I have found that out of 30 letters, in all languages I read, asking for an increase in English language content in the national school syllabus, only one letter supports the use of Bahasa Malaysia. Some of the letters even go to the extent of suggesting the re-introduction of English-medium schools.

I am pro-Bahasa Malaysia and pro-English in contrast to some people who are only pro-Bahasa Malaysia.

Being pro-Bahasa Malaysia and pro-English, I am not suggesting that Bahasa Malaysia be relegated and become subservient to English; I only want the English language content to be increased in national schools, perhaps to be on a par with Bahasa Malaysia, so that our students can be bilingual.

Bahasa Malaysia should, however, retain its position and prestige as the country’s national language.

I do not think the country will be able cater to all Malaysians searching for jobs or business opportunities in the future.

Some will have to look for opportunities outside the country. This is where proficiency in English will help.

The English language content in the current syllabus is far too little to be considered sufficient.

Read more: ENGLISH: Increase its content in national syllabus – Letters to the Editor – New Straits Times http://www.nst.com.my/opinion/letters-to-the-editor/english-increase-its-content-in-national-syllabus-1.183914?cache=03D163D03edding-pred-1.1176%252F%253FpFpentwage63Dp%253A%252Fhe3D03Dn63Frea-rti3D19.3D163D03edding-pred-1.1176%252F%253FpFpentwage63Dp%253A%252Fhe3D03Dn63Frea-rti3D19.111w5ii%252Fed-1.1176%252F%252F2.2525%252F2.2525%252F1.33120%252F7.183815%3Fpage%3D0%3Fpage%3D0%3Fpage%3D0%2F7.196465%3Fpage%3D0#ixzz2EcDnxipx

SEX EDUCATION: Teenagers need safe outlet to explore subject

14 November 2012 | last updated at 07:39AM

By Iza Zakhizuin Zaki, Universiti Teknologi Mara, Shah Alam, Selangor | letters@nstp.com.my 0 comments

THE issue of incorporating sex education in school has surfaced once again after Prime Minister Datuk Seri Najib Razak stated in the Dewan Rakyat recently that 6,820 girls aged below 16 had given birth out of wedlock in the past 10 years.

.Explaining what will be taught in sex education classes will sex education is to be done can be a huge help gain in getting the public’s trust on the issue.

1 / 1

One suggested course of action to combat teen pregnancies was introducing sex education into the core syllabus of Year Six and Form Three students.

I would like to acknowledge that the problems surrounding teen pregnancies stem from a lack of reliable information on reproductive and sexual health among youth.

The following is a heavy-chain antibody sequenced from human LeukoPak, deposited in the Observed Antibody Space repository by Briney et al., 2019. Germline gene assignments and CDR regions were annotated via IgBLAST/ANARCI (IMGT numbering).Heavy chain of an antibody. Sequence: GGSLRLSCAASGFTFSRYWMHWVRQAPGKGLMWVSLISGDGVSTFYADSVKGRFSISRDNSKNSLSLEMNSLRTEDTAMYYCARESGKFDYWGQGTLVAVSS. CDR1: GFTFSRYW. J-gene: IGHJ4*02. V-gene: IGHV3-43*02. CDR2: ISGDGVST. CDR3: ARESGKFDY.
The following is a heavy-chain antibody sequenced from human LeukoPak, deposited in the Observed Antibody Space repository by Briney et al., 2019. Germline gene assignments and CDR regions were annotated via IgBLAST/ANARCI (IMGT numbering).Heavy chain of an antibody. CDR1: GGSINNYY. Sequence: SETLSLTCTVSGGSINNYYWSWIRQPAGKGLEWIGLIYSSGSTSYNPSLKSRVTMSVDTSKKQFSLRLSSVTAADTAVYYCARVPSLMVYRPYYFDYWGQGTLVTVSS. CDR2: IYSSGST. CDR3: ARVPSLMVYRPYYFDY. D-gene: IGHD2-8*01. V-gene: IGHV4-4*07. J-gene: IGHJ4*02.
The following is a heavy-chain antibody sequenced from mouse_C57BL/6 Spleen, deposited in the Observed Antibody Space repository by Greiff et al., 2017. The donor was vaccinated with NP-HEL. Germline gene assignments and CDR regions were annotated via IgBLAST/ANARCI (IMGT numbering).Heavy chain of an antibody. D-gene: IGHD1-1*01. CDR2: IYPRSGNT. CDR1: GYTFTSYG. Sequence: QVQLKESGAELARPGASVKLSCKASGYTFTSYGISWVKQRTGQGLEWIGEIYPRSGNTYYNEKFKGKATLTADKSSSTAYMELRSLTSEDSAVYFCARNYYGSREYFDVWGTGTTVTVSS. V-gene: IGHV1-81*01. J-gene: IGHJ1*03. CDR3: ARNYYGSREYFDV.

Introducing sex education could be a great way to educate teenagers. However, the idea of incorporating sex education at an early stage is also worrying.

At this age where children should be playing with toys, is it a good step to expose them to sex? Would they be able to accept it?

We have to accept the fact that with current progress in technology and the Internet, teens can find out about sex with just a click of a button.

Whether their parents realise it or not, teenagers these days are being exposed to mixed, unrealistic and confusing messages about sex on television, the Internet and from their friends.

That is why it is better for the information to be taught in a proper manner, rather than letting them find out by themselves. Introducing teenagers to sex could help counter any incorrect concept of sex.

Plus, teenagers need a safe outlet to explore all of the confusing thoughts and feelings that have to do with sex without being judged. Rather than posting the question in online forums and getting the wrong advice, they need a place where they can ask questions and get accurate answers.

Unfortunately, many parents are not prepared to answer those kind of questions or feel that the child is not ready for the answers.

With teachers to discuss with and guide them about the issue in school, teenagers might be able to open up.

Who knows, besides curbing teen pregnancies, we might even be able to detect sexual harassment or rape cases involving some of them.

However, teachers have to be careful that they are educating, not confusing or putting fear, into their minds.

Malaysia is a multiracial, multi-religious and multicultural nation with each ethnic group having its own notion on the subject.

That makes teaching sex education in schools more challenging.